The Senate debated the ACA extensively during November and December 2009. The version of the Act they were considering included both state and federally facilitated Exchanges. Throughout the debate, Senators assumed that tax credits would be available in all 50 states. Thus Senator Bingaman stated on December 4, 2009, that the ACA “includes creation of a new health insurance exchange in each State which will provide Americans a centralized source of meaningful private insurance as well as refundable premium tax credits to ensure that coverage is affordable.” 155 Cong. Rec. S12358. Senator Johnson stated on December 17, “The legislation will also form health insurance exchanges in every State,” which will “provide tax credits to significantly reduce the cost of purchasing that [insurance] coverage.” 155 Cong. Rec. S13375.
If Congress had meant to limit premium subsidies to state-established exchanges, as an incentive to States, one would have expected the Finance Committee report on S. 1796 (Senate Report 111-89) to have mentioned this, and for at least one Senator to have pointed this out during the debate in November and December 2009.
CBO’s assumptions. Most importantly, the Congressional Budget Office (together with the Joint Committee on Taxation) provided Congress on November 30, 2009, an analysis of the impact of the legislation on premiums that assumed that premium tax credits would be available in all states, making no distinction between federal and state exchanges. Over the next few days, this analysis was discussed by Republican Senators Grassley (155 Cong. Rec. S12107, 12/2/09), Enzi (155 Cong. Rec. S12378, 12/4/09), and Coburn (155 Cong. Rec. S13687). None raised what Cannon and Adler see as an obvious point, that the CBO analysis was flawed because it failed to recognize that premium tax credits would not be available though federally facilitated (sec. 1321) exchanges.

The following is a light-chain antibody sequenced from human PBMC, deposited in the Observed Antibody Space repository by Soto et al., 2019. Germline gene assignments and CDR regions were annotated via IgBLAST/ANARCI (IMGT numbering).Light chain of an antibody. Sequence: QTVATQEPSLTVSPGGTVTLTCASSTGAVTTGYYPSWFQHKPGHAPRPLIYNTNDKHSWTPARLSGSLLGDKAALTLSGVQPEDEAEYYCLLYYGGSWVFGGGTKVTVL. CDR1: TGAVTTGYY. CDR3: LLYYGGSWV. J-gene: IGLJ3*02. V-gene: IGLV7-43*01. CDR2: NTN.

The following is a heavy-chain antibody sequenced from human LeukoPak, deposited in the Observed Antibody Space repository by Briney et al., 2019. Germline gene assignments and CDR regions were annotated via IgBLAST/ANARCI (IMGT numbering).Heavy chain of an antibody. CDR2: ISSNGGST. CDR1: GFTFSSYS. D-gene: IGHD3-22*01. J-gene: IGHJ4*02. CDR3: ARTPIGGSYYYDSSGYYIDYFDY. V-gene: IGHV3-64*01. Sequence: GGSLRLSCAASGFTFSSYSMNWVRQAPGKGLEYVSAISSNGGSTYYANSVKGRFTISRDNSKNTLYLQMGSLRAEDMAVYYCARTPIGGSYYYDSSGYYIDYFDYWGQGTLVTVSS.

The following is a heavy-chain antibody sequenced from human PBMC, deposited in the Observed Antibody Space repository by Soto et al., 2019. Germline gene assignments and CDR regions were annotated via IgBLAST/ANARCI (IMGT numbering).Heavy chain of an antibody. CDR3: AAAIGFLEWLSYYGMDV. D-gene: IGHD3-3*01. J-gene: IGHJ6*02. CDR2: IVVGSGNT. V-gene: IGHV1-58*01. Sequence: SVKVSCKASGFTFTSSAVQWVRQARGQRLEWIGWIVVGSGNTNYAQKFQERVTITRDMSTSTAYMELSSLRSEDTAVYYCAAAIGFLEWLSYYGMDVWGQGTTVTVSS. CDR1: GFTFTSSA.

In fact, the CBO repeatedly provided cost estimates of the ACA and HCERA in late 2009 and early 2010, but never suggested that premium tax credits might be reduced if states failed to establish exchanges. As Professor Abbe Gluck notes in a recent blog post (and forthcoming article), Senators often don’t listen to each other, but they all listen to the CBO, which assumed that premium tax credits would be available to all Americans in all states.
Cannon and Adler claim, however, to have found a smoking gun, a colloquy between Senators Baucus and Ensign during the Finance Committee debate on the bill, in which, they claim, Senator Baucus admits that premium tax credits could not be made available through federal exchanges. In fact, the colloquy, which Canon and Adler edit beyond recognition, had nothing to do with federally facilitated exchanges, but rather with whether the Finance Committee had jurisdiction over malpractice reform legislation that Ensign wanted to attach to the bill. The fact that this is the only fig leaf of legislative debate that Cannon and Adler can find to support their theory demonstrates how implausible it is.